The debate in Arizona, Colorado and California has focused on determining the value of NEM PV power to non-NEM ratepayers and how to recover the difference, if any, between the retail rate and this value.
Solar debate heats up in Arizona
The Arizona Corporation Commission (ACC) in November ruled that beginning in 2014, new residential customers of Arizona Public Service Co. (APS) must pay a monthly fee of $0.70 per kilowatt (kW) of solar PV installed. More extensive NEM reforms were postponed until APS’s 2015 general rate case.
This decision follows the request of APS in July to either compensate residential NEM at wholesale power prices—i.e., $40 per megawatt-hour (MWh)—or impose a fixed demand charge equivalent to $13.50 per kilowatt (kW) per month in the summer and $9.30 per kW per month in the winter. APS argues that these changes would have better reflected NEM solar’s estimated avoided cost value of $54 per MWh.
Proposed reform in Colorado casts shadow over NEM solar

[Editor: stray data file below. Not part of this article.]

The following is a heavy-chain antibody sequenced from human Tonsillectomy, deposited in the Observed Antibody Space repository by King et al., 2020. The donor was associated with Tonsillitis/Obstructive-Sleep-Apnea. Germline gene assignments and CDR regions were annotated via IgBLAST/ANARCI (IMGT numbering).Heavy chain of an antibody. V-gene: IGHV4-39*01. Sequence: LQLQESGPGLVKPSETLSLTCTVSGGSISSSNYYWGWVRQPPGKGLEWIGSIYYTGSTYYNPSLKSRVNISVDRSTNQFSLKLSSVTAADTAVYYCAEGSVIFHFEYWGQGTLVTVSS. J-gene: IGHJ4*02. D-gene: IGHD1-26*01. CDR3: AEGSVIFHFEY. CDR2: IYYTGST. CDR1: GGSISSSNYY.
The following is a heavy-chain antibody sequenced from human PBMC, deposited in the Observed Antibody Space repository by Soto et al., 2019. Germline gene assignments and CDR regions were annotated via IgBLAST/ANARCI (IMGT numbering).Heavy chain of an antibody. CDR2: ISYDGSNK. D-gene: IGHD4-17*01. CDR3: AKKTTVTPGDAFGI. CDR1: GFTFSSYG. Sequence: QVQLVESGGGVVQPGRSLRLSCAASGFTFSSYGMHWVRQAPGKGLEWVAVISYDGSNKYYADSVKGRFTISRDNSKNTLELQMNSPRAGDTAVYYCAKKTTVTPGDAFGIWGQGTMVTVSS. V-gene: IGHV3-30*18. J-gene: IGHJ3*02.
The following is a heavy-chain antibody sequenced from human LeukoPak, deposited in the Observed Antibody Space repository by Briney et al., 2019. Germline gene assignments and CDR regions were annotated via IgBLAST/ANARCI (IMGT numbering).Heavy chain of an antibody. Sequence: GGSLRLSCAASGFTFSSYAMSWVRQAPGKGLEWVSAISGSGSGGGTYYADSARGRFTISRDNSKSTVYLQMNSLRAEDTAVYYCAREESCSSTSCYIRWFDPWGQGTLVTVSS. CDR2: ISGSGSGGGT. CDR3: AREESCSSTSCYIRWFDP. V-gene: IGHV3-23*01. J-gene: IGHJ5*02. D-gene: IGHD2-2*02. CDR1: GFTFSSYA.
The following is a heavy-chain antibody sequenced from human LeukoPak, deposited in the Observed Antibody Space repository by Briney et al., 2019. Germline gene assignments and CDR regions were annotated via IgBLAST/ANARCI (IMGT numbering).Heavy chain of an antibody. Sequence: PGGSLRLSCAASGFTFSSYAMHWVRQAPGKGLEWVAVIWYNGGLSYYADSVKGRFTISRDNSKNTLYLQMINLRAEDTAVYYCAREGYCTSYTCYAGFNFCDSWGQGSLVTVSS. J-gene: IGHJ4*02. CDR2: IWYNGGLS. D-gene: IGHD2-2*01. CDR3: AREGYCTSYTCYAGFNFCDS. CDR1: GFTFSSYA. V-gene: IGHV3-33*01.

Electric power utility Xcel Energy Inc. in July petitioned the Colorado Public Utilities Commission to allocate all of the unrecovered costs from NEM solar PV generators to its Renewable Energy Standard Adjustment (RESA) charge. This charge to customer bills covers the incremental cost of compliance with Colorado’s Renewable Energy Standard (RES).
Xcel estimates that when it credits residential NEM solar generation at the full retail rate, it provides a subsidy of $59/MWh to these NEM customers. The subsidy represents the gap between the average retail rate of $104/MWh and Xcel’s estimate of distributed solar generation’s system-wide average value of $45/MWh in avoided costs.